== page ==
Report: PFAS levels in river nearly 1,000 times than ‘health goal’ before 2017
WILMINGTON, NC (WWAY) — A recent report shows the total concentration of per- and polyfluoroalkyl substances (PFASs) in the Cape Fear River was nearly 1,000 times more than the state’s recommended “health goal” level for GenX before 2017.
On Monday, Dr. Detlef Knappe, a professor at NC State University whose research in 2016 first revealed the presence of GenX and similar compounds in the river, wrote to the North Carolina of Environmental Quality and Health and Human Services along with CFPUA of the new research.
“We characterized for the first time archived samples from 2014 and 2015 using an expanded suite of fluoroether standards,” Dr. Knappe wrote to state and local regulators. “The 2014 sample was collected at Huske Dam, just downstream of the Chemours WW (wastewater) discharge. It had a total PFAS concentration of almost 1 mg/L (a million ng/L)! The 2015 sample was collected at Lock and Dam 1, and its total PFAS concentration was 130,000 ng/L. Given its fairly typical GenX concentration of 780 ng/L, I think results for this sample provide a reasonable snapshot of PFAS levels in drinking water of communities that sourced their water at Lock and Dam 1 prior to discharge control at the Fayetteville Works in mid-June of 2017.” (Note: ng/L is nanograms per liter, which is equivalent to parts per trillion.)
Dr. Knappe also wrote that “perfluorinated ethers, such as PFMOAA, PFO2HxA, and GenX are highly persistent chemicals” and that the study results “suggest that these chemicals are as persistent as historically used PFASs, such as PFOA and PFOS.”
PFMOAA, PFO2HxA, and GenX are among a list of PFAS identified by state regulators as originating at the Chemours chemical plant at the Fayetteville Works industrial site on the Bladen-Cumberland county line.
Chemours told state and local officials in June 2017 that GenX and other PFAS in the Cape Fear River, originally discovered by Dr. Knappe and other researchers, had been discharged by its plant as a byproduct of manufacturing operations that had been ongoing since about 1980. Chemours was created as a spinoff company by DuPont, which originally owned the Fayetteville Works.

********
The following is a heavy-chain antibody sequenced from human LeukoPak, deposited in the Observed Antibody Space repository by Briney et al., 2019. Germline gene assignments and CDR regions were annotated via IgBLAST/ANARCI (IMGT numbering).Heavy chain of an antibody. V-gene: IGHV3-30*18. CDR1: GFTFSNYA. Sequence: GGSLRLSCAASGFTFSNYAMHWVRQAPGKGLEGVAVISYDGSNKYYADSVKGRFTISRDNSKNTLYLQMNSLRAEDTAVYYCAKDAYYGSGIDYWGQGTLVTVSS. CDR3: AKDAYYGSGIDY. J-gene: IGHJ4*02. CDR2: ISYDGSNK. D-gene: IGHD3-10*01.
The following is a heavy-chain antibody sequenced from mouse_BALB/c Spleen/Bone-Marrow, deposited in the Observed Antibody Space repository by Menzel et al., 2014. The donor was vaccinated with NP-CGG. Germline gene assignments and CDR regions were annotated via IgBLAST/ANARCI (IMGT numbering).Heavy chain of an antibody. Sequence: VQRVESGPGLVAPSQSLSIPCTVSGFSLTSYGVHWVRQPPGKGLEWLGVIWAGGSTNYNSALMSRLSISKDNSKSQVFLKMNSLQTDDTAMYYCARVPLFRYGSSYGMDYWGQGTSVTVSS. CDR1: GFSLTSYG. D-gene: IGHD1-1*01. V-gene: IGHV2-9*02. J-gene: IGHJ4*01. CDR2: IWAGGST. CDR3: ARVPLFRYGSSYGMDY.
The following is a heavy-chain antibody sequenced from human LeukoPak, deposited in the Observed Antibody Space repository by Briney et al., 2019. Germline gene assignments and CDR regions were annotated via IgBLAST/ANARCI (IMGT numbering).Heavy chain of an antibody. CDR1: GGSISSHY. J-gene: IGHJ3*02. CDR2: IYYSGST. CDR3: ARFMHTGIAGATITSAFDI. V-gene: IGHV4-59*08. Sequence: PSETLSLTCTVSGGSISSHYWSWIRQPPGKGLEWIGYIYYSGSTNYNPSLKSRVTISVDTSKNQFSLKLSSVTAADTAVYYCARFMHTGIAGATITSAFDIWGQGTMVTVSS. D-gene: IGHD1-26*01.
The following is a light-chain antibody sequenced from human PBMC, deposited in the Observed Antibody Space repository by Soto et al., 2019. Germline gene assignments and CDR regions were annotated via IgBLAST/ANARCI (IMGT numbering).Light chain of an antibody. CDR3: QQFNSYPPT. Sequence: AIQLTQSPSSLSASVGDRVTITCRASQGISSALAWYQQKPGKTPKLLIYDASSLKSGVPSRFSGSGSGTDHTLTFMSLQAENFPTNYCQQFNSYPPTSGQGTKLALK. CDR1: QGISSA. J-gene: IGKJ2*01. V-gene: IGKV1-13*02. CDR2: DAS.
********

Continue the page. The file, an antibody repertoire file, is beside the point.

The state suspended Chemours’ discharge permit in 2017 and pressed the company to institute measures to curb its air emissions, which have been tied by regulators to extensive groundwater contamination.
Those actions greatly dropped levels of PFAS in the river, with GenX concentrations consistently remaining below 140 parts per trillion. That’s the “health goal” level set by state regulators, which has been characterized as the concentration “at which no adverse non‐cancer health effects would be anticipated in the most sensitive population over an entire lifetime of exposure.”
However, trace amounts of GenX and other PFASs are still found.
In November, preliminary work begins on a project to add eight new deep beds holding granular activated carbon to significantly reduce PFAS in water treated at Sweeney. The Sweeney treatment enhancements project will cost $43 million to construct and $2.9 million a year to operate when construction concludes in 2022.
CFPUA believes Chemours and DuPont should bear these and other costs related to the damages they caused while running profitable businesses at the Fayetteville Works. CFPUA has filed a lawsuit in federal court seeking to force the companies to take responsibility.
Chemours released a statement on Wednesday afternoon regarding Dr. Knappe’s report.
“While we have not fully reviewed the publication, we understand that it relates to water samples from 2014 and 2015, much of which pre-dates the establishment of today’s Chemours,” it reads. “Our definitive actions have significantly reduced emissions to air and water, as is demonstrated through current water sampling data. We would encourage other businesses and industries whose actions impact water quality in the Cape Fear to do the same. Chemours remains committed to reducing PFAS emissions from our Fayetteville manufacturing facility by 99% or greater. We are on track to achieve a 99% reduction of air emissions of PFAS by the end of 2019.”
Read more about PFAS and GenX.